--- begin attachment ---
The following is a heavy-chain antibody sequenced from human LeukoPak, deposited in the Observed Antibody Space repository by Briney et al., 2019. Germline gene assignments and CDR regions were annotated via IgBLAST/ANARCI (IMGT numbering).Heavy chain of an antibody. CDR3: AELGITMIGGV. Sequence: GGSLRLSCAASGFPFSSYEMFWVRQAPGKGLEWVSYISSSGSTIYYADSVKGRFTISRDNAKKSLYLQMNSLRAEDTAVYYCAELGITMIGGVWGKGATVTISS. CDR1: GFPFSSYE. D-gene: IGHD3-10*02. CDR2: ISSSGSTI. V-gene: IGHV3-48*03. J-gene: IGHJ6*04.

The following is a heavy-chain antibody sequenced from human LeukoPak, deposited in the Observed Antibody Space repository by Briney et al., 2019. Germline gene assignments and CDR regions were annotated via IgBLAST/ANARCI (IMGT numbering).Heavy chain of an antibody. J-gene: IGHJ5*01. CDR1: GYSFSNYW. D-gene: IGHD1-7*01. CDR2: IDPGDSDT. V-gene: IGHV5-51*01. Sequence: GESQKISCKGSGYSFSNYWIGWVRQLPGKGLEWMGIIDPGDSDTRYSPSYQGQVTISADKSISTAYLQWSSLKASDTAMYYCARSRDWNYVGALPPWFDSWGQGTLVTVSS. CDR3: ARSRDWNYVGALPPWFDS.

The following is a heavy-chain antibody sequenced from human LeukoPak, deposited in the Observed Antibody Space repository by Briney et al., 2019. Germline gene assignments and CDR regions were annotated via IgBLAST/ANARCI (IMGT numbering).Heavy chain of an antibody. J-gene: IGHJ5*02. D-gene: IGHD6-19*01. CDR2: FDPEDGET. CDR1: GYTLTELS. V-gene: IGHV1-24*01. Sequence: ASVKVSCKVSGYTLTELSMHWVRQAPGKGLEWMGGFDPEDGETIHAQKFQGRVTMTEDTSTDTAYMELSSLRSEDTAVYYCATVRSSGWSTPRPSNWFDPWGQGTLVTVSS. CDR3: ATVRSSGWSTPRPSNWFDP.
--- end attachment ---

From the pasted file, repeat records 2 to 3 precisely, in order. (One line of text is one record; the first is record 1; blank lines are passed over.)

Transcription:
The following is a heavy-chain antibody sequenced from human LeukoPak, deposited in the Observed Antibody Space repository by Briney et al., 2019. Germline gene assignments and CDR regions were annotated via IgBLAST/ANARCI (IMGT numbering).Heavy chain of an antibody. J-gene: IGHJ5*01. CDR1: GYSFSNYW. D-gene: IGHD1-7*01. CDR2: IDPGDSDT. V-gene: IGHV5-51*01. Sequence: GESQKISCKGSGYSFSNYWIGWVRQLPGKGLEWMGIIDPGDSDTRYSPSYQGQVTISADKSISTAYLQWSSLKASDTAMYYCARSRDWNYVGALPPWFDSWGQGTLVTVSS. CDR3: ARSRDWNYVGALPPWFDS.

The following is a heavy-chain antibody sequenced from human LeukoPak, deposited in the Observed Antibody Space repository by Briney et al., 2019. Germline gene assignments and CDR regions were annotated via IgBLAST/ANARCI (IMGT numbering).Heavy chain of an antibody. J-gene: IGHJ5*02. D-gene: IGHD6-19*01. CDR2: FDPEDGET. CDR1: GYTLTELS. V-gene: IGHV1-24*01. Sequence: ASVKVSCKVSGYTLTELSMHWVRQAPGKGLEWMGGFDPEDGETIHAQKFQGRVTMTEDTSTDTAYMELSSLRSEDTAVYYCATVRSSGWSTPRPSNWFDPWGQGTLVTVSS. CDR3: ATVRSSGWSTPRPSNWFDP.